It will take three months longer to open Roxy's Market than the owners originally planned, but the 12,000-square-foot interior is at last starting to look like a grocery store. Two deep freezers bank the center aisle. Workers are cutting shelves for nine aisles. The deli counter and bins for dairy and produce are in place. Soon will come the food.
"June 1st is my drop-dead deadline," said Roxy Lawler, who owns the market with her husband, Mike.
She then laughed as she joked, "I'm going to kill myself if we don't open by June 1."
The Lawlers announced in late August that they were remodeling the Ketchum building for Roxy's, planning for an early-March grand opening. It then shifted to late March or early April because of changes to equipment being ordered. The Lawlers then said May 1 at the very latest.
The building at Main and First streets, formerly home to Williams Market and Safeway, never failed to surprise the Lawlers. Roxy said the plumbing needed an overhauling but the electrical wasn't in bad shape. The infrastructure is now up to par, but the Lawlers are in no hurry to open the doors. Making a strong first impression is most important.
"Once we had delays pushing us into the off-season, there was no rush," she said while walking through the store Tuesday. "At this point, we had so many hurdles, another few days wouldn't make a difference. It's not our first rodeo."
The married couple opened their first grocery store in Telluride, Colo., and have another in Aspen. She said they expected the building to need improvements but leased it because it was specifically built as a grocery store. A loading dock allows easy deliveries in the building's rear, and the 30-year-old walk-in freezers still work, as do the produce bins and other bins that will still be used.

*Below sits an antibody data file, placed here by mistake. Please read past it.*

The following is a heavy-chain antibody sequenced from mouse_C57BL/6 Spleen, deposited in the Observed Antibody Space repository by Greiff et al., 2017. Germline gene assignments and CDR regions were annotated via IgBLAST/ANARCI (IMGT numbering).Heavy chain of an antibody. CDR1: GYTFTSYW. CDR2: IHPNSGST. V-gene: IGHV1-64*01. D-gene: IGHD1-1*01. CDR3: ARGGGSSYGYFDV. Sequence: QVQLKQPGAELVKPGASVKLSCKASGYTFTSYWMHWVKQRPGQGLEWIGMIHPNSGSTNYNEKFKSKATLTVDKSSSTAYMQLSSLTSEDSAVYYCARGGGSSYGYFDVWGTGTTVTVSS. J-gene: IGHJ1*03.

So, what will Roxy's offer?
"I think the impression is out there that we're a high-end grocery store," she said, especially since they're also in Aspen. "Without locals, we probably cannot survive."
She said Roxy's would offer healthy choices, such as organic and natural foods, but also the "conventional choices." Prepared meals and a salad bar will also be available.
"We'll hopefully have something for everyone at every price point," she said
Roxy's will also open its shelves to local farmers and vendors, Lawler said.
"I say, 'Bring it on.' If it sells, we'll keep it. We want to be a community grocery store."
Those interested in offering products can e-mail Roxy at firstname.lastname@example.org.
Trevon Milliard: email@example.com